Screening Room

DVD: “What Maisie Knew,” “Girls: The Complete Second Season,” & More!


It’s a man’s world, but it would be nothing — this week in home entertainment — without a woman or a girl!

We have the second season of HBO’s Girls, the sleeper custody drama What Maisie Knew, and long-awaited DVD release of queer wunderkind Xavier Dolan’s debut feature, I Killed My Mother (above).

Girls: The Complete Second Season

($49.99 Blu-ray, $39.99 DVD; HBO)

The second season of star/creator Lena Dunham’s 21st century Brooklyn hipster Sex and the City takes some unexpected turns and twists, balancing comedy, drama and even pathos. What status quo? Out actor Andrew Rannells reprises his role as Hannah’s (Dunham) queer roomie/ex-boyfriend, this time stirring up serious drama when he gets a little too close with Marnie (Allison Williams). This one’s a must. The generous trove of extras includes deleted and extended scenes, an episode 5 table read, Dunham’s interviews from Charlie Rose and the New Yorker Festival, behind the scenes featurette, gag reel, and more!

What Maisie Knew

($29.99 Blu-ray, $29,98 DVD; Millennium)

A six-year-old, Maisie (Onata Aprile), finds herself at the center of a very ugly custody battle. Both her rocker mom (Julianne Moore) and workaholic dad (Steve Coogan) become involved with new loves, which adds further confusion to the mix — especially when she bonds with mom’s new boyfriend (Alexander Skarsgaard). Based on and updated from Henry James’ 1897 novel of the same name, its themes remain timely and touching. Extras include a commentary and deleted scenes.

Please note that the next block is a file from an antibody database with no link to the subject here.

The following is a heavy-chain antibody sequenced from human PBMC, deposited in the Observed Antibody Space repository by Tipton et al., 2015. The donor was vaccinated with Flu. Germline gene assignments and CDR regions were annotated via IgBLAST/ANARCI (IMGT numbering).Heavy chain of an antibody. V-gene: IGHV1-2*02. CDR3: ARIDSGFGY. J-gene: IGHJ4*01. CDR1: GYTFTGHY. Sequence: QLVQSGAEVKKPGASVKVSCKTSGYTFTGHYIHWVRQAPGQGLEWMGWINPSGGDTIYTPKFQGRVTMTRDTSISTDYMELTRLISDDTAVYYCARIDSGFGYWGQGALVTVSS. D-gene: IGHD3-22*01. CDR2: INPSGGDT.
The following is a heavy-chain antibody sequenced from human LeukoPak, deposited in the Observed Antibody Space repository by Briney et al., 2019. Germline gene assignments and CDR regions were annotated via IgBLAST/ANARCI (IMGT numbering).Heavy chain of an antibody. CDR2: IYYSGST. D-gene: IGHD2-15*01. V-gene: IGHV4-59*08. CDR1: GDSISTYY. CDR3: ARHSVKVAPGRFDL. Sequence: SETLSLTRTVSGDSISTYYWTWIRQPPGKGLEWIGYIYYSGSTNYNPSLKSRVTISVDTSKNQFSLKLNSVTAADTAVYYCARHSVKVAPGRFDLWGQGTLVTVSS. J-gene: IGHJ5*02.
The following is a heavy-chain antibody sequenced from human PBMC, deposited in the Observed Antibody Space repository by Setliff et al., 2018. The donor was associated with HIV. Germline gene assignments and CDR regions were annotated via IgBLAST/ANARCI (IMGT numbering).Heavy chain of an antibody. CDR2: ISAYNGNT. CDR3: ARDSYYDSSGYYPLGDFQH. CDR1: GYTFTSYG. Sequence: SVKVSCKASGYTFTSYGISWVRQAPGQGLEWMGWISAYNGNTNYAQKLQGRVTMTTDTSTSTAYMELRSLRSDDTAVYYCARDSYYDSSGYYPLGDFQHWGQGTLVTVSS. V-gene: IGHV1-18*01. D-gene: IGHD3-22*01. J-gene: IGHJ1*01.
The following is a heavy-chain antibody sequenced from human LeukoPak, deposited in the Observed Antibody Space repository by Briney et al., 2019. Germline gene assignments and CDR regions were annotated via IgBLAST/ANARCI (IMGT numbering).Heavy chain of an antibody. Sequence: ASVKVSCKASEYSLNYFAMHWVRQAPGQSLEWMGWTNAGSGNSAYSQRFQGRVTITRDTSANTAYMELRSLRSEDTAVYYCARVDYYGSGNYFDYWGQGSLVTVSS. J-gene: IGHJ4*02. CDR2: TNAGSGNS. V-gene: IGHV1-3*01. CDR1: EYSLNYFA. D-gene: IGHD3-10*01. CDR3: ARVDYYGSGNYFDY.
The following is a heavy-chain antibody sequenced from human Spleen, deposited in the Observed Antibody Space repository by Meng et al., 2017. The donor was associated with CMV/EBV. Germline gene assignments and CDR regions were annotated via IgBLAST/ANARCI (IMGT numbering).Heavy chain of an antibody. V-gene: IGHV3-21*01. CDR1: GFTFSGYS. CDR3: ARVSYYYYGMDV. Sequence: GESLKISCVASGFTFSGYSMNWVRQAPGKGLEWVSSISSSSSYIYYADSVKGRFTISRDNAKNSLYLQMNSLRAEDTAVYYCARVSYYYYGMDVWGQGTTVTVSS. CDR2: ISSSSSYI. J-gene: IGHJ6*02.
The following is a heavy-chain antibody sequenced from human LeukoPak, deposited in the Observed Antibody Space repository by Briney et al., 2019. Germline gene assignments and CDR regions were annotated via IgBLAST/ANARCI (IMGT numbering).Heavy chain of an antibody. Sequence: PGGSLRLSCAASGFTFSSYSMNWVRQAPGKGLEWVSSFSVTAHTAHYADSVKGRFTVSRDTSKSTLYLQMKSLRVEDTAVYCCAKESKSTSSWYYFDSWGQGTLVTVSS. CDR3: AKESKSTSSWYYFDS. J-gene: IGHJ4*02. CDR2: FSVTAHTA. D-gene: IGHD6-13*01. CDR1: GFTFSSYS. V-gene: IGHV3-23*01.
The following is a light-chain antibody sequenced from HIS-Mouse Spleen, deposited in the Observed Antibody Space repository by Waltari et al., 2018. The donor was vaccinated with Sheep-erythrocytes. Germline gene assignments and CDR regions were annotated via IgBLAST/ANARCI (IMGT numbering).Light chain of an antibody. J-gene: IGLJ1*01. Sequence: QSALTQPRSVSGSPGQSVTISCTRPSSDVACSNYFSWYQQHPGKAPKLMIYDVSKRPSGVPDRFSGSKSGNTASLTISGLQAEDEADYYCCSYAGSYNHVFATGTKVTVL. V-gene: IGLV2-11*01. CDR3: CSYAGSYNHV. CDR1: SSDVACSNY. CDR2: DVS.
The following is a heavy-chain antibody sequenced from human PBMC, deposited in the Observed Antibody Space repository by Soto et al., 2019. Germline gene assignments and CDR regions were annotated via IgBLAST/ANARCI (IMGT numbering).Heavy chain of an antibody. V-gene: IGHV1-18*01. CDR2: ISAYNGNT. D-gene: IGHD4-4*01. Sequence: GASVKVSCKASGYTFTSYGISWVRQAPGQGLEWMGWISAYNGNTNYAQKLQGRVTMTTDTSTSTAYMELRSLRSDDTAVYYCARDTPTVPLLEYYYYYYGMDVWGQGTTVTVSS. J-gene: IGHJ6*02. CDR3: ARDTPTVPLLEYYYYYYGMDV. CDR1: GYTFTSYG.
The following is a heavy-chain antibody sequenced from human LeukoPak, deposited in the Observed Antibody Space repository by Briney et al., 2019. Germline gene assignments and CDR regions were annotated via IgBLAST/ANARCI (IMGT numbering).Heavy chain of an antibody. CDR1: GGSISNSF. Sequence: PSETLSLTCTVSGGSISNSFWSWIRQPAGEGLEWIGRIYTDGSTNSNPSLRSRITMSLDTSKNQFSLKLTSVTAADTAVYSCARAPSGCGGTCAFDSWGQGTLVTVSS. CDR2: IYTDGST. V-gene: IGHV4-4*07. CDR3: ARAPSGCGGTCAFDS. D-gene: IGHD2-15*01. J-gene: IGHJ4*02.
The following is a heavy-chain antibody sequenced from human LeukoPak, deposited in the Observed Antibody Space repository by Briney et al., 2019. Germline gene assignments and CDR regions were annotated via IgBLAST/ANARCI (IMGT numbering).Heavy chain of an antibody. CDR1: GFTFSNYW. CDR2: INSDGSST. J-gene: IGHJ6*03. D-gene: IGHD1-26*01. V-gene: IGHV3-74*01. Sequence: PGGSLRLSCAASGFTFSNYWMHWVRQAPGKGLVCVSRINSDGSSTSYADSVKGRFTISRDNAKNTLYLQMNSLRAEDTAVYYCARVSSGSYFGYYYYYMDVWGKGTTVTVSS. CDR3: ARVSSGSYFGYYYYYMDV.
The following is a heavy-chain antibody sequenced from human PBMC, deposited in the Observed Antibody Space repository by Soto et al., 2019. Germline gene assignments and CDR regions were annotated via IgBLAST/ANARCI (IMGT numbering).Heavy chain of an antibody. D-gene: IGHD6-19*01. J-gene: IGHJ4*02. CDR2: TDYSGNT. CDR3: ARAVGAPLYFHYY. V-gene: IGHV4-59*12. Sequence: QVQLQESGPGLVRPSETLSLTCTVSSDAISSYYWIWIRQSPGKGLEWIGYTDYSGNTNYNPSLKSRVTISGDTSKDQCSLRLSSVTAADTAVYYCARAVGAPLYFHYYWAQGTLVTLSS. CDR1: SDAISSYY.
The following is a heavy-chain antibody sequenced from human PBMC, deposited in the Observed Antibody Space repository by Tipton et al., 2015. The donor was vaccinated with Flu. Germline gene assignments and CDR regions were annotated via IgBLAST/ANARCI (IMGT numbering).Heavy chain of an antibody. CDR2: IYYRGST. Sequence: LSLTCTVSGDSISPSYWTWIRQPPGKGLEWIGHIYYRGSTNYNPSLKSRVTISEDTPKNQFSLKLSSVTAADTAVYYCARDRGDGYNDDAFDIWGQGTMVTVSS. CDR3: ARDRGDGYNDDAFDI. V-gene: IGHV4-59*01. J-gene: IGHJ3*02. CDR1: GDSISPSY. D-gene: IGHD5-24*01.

I Killed My Mother

($29.99 DVD; Kino Lorber)

Queer Quebecois writer-director-actor Xavier Dolan (Laurence Anyways) was just 20 when he made his feature debut with this semi-autobiographical dramedy about a petulant gay teen, Hubert, irritated by pretty much everything his mother does. Might a boyfriend and a teacher help smooth tensions? Or, despite their best intentions, only serve to tear mother and son apart further? The teen’s shouting fits are hysterical, and the start of an auteur’s assured, dreamy style can be savored here again.




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